I enjoyed the way Garstang wove different generations’ stories together. I especially liked the way “Flood, 1978,” “The Hand Painted Angel,” and “The Red Peony,” worked together.  But I also enjoyed “William and Frederick,” which was less directly related to the other stories, and “The Nymph and the Woodsman,” which is simply beautiful, and tragic. Actually, there wasn’t any story I didn’t care for, and I can’t remember the last time I read a collection where at least one story didn’t disappoint.

While the boys were away, I took the Preteen to browse Manga. We’d tried looking online, but it’s difficult to pick books that way. She is not interested in Manga with “lovey dovey” storylines, instead preferring stories of magic, hold the kissing. She ended up with Hollow Fields, Hibiki’s Magic, Big Adventures of Majoko, and Tokyo Mew Mew. She liked Hollow Fields the best, by far — lots of mad scientists, robots, and flashbacks in time. She’s taking a Manga class and that has piqued her interest in the genre.

We took her to see the new Alice In Wonderland movie, so she is reading Alice’s Adventures In Wonderland, in a pretty illustrated version we found at the library. She also read a fun graphic novel called Wonderland, by Tommy Kovac, which is about Mary Ann, the White Rabbit’s maid. And I found another library book she hasn’t started yet called The Other Alice, all about Alice Liddell. I also cut out this great op-ed from the NYT called “Algebra In Wonderland.”

The Teenager took a couple of books on the trip, but ended up having such full days that he went straight to bed. He has a cold, which morphed into “Atypical Pneumonia.” So he’s laid low all week. On the first morning after the antibiotics began to make him feel better, I found him with a pile of photography books, including a Eliot Porter: The Color of Wildness and Porter‘s In Wildness Is the Preservation of the World (thanks, Grandpa and Jan) and The National Geographic Ultimate Field Guide to Photography. He took some awesome photos on the trip, which you can see at his Flickr stream.

He also picked up Three Steps to the Universe: From the Sun to Black Holes to the Mystery of Dark Matter. He was telling me today that he’s always been fascinated by space and astronomy. In fact, while he was gone, the Preteen and I watched some home videos (she had a cold, too, and that’s something she likes to do when she’s not feeling well), and I got a kick out of seeing the scale drawings of the planets we made, colored, and hung across the playroom walls when they were small. We also enjoyed seeing his diaper box space shuttle, with soup can exhaust pipes. It’s nice to see him continuing to enjoy his interests, with a good read.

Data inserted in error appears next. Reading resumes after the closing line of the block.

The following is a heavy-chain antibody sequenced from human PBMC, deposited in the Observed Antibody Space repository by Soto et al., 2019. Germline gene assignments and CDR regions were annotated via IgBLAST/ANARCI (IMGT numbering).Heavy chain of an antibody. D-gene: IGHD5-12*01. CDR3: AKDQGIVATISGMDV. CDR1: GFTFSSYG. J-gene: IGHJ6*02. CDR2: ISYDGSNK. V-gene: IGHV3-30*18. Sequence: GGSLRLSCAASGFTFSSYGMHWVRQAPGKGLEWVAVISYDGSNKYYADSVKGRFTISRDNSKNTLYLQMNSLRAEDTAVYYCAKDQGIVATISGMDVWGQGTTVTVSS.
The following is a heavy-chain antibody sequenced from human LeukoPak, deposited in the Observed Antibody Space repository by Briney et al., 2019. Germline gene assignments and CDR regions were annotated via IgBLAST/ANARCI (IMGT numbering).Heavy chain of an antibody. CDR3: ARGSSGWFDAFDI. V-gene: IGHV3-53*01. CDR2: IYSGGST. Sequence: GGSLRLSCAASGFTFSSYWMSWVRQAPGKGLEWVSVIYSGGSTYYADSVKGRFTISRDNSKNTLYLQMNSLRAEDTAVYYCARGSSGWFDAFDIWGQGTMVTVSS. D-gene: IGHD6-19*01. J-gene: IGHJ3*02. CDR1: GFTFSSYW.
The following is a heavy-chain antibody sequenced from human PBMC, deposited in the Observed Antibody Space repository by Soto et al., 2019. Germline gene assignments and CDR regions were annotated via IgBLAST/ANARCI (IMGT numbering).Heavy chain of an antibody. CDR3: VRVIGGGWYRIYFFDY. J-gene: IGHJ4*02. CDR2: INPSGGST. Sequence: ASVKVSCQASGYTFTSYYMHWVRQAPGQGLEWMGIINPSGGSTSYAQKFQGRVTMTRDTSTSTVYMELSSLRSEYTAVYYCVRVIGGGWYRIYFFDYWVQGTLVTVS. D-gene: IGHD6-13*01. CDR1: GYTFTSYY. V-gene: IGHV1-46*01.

The Computer Scientist also took books on the trip. He read another Dennis Lehane novel, Shutter Island. He said it was captivating enough that he thought about it between reads, and enjoyed the way Lehane kept readers guessing right up to the end. He also read some graphic novels recently, including an adaptation from one his all time favorite books, The Stand, and The Ghost In the Shell.

While in England, the boys visited Blenheim Palace, home of the Duke of Marlborough, and birthplace of Winston Churchill.  He took Paul Johnson’s Churchill along, and enjoyed that it was concise but gave him a complete overview. He also bought a book of Churchillian witticisms at the War Cabinet Rooms and Churchill Museum.

What books are we all looking forward to? The Preteen went on another Manga foraging trip last weekend and has a few new titles.  The Teenager has some British soccer magazines stockpiled. The Computer Scientist has a couple of books I recommended (including Citizens of London and City of Thieves). I see a few books on his nightstand, too.

I have more books from authors coming to Gibson’s soon, like Ben Hewitt’s The Town That Food Saved, and I’ve requested a couple of the books at the library, including The Girl Who Fell From the Sky.  In April the Gibson’s Book Club is discussing Robert Pinsky’s translation of The Inferno — with Mr. Pinsky joining us via Skype at Red River Theatres — so I need to read that. I also have an intriguing memoir in my stack, Making the Grades, about the author’s experiences in the standardized test industry, and an advance copy of a new novel due in April about a summer in Louisa May Alcott’s life.

I’d better go dig in.